NEW YORK (AP) -- The Kroger Co. reports its fiscal first-quarter results Thursday, which should give investors a closer look at how the country's largest traditional supermarket operator is keeping pace with a changing industry.
WHAT TO WATCH FOR: The Cincinnati-based company, which also owns Ralphs, Fry's and Food 4 Less, is looking to fend off big-box retailers, drug store chains and specialty chains such as Whole Foods Markets Inc. As such, it's been working on improving the in-store experience, such as by reducing wait times on lines and expanding its selection of organic and natural foods.
Kroger has also been experimenting with different store formats that are larger and smaller than its traditional grocery.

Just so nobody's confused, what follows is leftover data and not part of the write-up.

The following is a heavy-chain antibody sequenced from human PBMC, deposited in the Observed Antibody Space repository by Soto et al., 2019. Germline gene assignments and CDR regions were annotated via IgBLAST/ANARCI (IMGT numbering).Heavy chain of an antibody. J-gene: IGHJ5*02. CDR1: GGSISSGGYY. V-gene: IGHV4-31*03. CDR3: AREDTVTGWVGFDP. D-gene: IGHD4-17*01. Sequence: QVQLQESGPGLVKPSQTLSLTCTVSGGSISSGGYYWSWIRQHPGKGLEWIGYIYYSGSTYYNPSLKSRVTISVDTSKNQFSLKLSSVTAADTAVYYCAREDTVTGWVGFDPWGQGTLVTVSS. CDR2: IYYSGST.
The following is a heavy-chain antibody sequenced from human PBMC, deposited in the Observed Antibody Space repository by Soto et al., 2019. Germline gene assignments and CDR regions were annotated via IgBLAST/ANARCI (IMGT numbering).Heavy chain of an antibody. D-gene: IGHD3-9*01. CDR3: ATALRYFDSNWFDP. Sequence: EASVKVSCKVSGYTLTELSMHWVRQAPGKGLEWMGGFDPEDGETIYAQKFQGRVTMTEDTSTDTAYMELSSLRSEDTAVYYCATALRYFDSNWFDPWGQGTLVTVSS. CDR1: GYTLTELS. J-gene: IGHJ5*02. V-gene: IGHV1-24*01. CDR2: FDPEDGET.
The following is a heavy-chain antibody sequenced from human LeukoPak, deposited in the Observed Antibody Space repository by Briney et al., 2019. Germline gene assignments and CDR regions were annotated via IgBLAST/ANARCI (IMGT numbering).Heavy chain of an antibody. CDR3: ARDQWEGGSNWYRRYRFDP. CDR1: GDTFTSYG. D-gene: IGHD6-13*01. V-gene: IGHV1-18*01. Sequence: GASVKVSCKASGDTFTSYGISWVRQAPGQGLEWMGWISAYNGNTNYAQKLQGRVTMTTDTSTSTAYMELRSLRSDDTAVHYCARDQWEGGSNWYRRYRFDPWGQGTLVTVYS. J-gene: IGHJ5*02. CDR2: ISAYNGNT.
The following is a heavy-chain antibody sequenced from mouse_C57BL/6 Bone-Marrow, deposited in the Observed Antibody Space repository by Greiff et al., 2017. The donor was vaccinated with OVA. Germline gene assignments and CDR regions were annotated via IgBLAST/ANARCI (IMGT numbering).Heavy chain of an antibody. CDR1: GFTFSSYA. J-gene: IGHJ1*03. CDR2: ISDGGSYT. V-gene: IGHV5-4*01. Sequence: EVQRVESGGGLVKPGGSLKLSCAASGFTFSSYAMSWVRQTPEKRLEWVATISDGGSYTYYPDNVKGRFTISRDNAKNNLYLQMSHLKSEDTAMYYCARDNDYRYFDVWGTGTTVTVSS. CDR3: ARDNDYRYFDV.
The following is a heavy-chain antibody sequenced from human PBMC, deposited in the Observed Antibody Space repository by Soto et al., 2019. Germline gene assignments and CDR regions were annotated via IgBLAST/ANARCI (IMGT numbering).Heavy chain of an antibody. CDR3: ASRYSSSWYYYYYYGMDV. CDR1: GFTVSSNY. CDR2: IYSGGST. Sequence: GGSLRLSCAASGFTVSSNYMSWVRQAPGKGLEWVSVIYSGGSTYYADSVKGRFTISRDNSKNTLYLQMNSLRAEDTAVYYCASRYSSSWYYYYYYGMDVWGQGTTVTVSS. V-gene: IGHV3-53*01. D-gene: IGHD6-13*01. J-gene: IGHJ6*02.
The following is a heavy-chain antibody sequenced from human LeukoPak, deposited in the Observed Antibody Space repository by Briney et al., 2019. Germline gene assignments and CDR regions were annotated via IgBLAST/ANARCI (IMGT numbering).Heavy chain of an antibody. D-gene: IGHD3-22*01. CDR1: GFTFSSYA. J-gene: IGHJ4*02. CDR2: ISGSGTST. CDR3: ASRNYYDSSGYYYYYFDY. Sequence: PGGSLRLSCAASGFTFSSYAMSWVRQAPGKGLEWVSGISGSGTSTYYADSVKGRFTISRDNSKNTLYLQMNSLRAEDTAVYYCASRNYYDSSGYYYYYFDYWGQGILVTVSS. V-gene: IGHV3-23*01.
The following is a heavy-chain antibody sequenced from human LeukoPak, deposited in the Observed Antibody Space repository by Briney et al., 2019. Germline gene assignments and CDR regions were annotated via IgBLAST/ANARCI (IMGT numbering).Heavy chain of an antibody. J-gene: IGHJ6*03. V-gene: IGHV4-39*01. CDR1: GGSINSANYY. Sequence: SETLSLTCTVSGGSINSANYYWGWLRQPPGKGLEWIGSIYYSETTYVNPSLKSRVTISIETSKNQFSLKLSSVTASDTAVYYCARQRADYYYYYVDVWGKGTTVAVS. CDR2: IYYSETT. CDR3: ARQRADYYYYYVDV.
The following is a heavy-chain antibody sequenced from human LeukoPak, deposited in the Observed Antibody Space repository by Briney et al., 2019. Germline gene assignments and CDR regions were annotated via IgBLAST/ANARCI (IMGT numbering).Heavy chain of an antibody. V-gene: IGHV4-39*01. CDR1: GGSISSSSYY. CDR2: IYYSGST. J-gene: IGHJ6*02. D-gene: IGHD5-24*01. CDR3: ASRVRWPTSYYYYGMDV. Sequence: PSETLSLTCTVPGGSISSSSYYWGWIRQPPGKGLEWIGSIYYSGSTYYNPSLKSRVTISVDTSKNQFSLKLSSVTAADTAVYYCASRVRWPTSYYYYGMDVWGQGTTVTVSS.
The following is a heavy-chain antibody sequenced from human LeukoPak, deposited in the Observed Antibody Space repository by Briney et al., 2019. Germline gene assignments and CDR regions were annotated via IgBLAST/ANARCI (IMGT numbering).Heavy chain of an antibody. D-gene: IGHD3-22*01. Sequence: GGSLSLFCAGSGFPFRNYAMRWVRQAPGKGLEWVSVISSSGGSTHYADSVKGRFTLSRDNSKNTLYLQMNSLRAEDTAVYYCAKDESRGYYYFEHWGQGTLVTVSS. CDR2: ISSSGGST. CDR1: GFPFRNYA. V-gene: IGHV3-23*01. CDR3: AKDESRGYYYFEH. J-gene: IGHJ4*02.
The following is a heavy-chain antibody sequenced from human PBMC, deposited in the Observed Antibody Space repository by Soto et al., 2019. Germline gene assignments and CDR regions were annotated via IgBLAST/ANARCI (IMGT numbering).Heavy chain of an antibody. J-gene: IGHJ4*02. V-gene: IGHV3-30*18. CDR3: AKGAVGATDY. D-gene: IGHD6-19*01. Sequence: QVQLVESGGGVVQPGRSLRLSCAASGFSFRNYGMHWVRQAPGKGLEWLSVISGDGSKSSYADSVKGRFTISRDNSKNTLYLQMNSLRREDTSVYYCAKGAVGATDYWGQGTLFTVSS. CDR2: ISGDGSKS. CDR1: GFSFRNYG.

Sales at stores open at least a year should be a key indicator of how its efforts are holding up. The figure could also provide some clues on how deeply the company is discounting to attract customers.
WHY IT MATTERS: Traditional supermarkets are feeling the pressure from competitors on numerous fronts. Earlier this year, Supervalu sold off five of its major chains after struggling for years to fix its business. Supervalu said it would focus on its Save-A-Lot discount stores, as well as smaller regional chains.
And this month, Safeway announced it was selling its Canadian operations to pay down debt, buy back stock and possibly invest in "growth opportunities."
Kroger so far has managed to keep growing. Looking ahead, the company has said it expects net earnings this year to be in line with its long-term growth projection of 8 percent to 11 percent.
WHAT'S EXPECTED: Analysts on average expect a profit of 89 cents per share on revenue of $30.24 billion, according to FactSet.
LAST YEAR'S QUARTER: The company earned 78 cents per share on revenue of $29.07 billion.
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